These bad boys are buses with kind of beds. I say kind of beds because they are not completely flat but if you’re less than 6ft you can get a decent sleep. I struggled because I’m a giant but for normal people it is usually ok.
Even though I didn’t really sleep on the night bus it was very modern, clean and had Wi-Fi! With the night buses, like the night trains, you get accommodation for the night and transport in one foul swoop!
These little white vans are whizzing all over Southeast Asia. Carrying around 10 passengers, they’re slightly more comfortable than a coach, slightly faster and a little bit more expensive.
I shared a minivan with around 6 soldiers from the Thai army which was a blast! However a note of warning: check that the minivan is air conditioned first as they will get very hot otherwise.
Minivans are easily bookable from your accommodation or can be found at plenty of minivan stations around Southeast Asia.
You’re thinking of small rust buckets with propellers aren’t you? Well I’m sure you can find loads of them in Asia but there are also a lot of airlines that fly very modern fleets and are very cheap and comfy.
Quite often it’s cheaper (and quicker) to fly to your next destination than getting a train or bus so never count this option out.
For the best airfare deals in Southeast Asia check out Vietnam Airways, Nok Air, Air Asia, Thai Airways and Bangkok Airways.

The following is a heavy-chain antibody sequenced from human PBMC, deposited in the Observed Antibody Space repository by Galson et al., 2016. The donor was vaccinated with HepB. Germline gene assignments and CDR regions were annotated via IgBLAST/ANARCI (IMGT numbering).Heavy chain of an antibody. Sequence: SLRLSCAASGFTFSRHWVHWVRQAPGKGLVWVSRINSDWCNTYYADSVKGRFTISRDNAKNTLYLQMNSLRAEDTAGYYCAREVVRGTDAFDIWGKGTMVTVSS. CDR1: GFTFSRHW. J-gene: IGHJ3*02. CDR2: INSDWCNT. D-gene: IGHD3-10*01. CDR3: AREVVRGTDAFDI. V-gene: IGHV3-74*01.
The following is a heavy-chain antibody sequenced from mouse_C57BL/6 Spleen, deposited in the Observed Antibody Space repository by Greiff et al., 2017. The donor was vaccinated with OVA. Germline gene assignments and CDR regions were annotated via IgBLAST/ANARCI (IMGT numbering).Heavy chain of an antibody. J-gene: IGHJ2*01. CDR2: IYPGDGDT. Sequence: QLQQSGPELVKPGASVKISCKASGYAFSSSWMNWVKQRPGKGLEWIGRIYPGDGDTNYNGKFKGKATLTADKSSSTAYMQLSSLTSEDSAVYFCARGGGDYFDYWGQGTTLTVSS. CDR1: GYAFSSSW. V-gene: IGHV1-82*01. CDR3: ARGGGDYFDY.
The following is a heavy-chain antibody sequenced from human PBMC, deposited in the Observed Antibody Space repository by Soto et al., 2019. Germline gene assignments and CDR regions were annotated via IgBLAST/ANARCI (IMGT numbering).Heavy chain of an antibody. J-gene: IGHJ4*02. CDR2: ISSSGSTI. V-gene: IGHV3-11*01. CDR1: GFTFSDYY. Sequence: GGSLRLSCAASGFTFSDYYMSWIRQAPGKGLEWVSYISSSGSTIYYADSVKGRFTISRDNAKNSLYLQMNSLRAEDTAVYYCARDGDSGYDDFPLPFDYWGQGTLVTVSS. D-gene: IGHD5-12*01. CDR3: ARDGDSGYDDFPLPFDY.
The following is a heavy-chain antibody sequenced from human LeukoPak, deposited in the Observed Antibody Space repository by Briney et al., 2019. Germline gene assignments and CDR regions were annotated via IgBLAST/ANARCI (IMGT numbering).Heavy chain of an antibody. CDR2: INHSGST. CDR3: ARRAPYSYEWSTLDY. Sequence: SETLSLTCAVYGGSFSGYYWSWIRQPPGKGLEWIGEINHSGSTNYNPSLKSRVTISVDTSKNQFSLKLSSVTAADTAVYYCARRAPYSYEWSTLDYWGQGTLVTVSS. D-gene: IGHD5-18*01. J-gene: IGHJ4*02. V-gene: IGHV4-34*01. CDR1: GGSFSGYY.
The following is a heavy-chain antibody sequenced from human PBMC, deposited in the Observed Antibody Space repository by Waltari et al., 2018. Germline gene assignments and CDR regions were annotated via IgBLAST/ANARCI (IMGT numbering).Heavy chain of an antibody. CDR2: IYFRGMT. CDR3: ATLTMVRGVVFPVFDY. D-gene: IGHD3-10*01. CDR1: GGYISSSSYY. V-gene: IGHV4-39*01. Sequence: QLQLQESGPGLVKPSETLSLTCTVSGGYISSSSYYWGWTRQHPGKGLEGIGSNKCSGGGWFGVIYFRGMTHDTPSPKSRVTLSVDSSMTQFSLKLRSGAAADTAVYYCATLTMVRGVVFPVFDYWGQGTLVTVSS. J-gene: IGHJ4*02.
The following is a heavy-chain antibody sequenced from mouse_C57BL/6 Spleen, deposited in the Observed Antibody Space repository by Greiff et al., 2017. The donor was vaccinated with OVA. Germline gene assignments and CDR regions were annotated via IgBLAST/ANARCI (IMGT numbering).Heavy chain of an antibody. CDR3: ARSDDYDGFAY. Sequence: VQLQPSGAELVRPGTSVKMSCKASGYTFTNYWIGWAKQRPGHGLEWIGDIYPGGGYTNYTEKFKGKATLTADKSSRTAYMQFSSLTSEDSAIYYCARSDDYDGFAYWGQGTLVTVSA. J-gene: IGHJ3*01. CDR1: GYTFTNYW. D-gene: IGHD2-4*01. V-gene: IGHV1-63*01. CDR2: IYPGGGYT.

There are two options when it comes to motorbikes – rent or buy.
If you’re going to buy a motorbike for traveling Southeast Asia it’s best to have a licence as its illegal to ride a motorbike without one. That said I know plenty of people who did it without a licence and were fine. You do hear of accidents, some deaths and see plenty of bandages from exhaust burns.
Read More: How to Buy a Motorbike in Vietnam
I personally didn’t buy a bike but rented a plenty of mopeds to explore the destinations I was staying in. Again this can be considered illegal without a licence but I was only pulled over once and was made to pay a fine of £6.
The Easy Rider is a comparatively expensive option of traveling Southeast Asia but will be a huge highlight of your trip.
You basically have a motorbike and driver to take you on the back, then another motorbike and driver to take your luggage. It’s best to choose these guys on the more scenic routes such as the Hai Van Pass or Nha Trang to Da Lat in Vietnam as they will stop off at all the best scenic areas. The Easy Rider not the fastest mode of transport due to all these stops along the way, but you book it for the experience not the speed.
The original Easy Rider is based in Vietnam but all countries in Southeast Asia have similar motorbike tours.
About the Guest Blogger
Michael is a 25 year old swim teacher and coach from London. With a serious case of the travel bug and a fundamental dislike for the ordinary, he loves to explore cultures that challenge him and go on adventures that will get the adrenaline pumping. Michael enjoys sharing his adventures, tips and of course some humor with the wandering community. Read more of Michael’s unique take on travel at TheWanderingBroski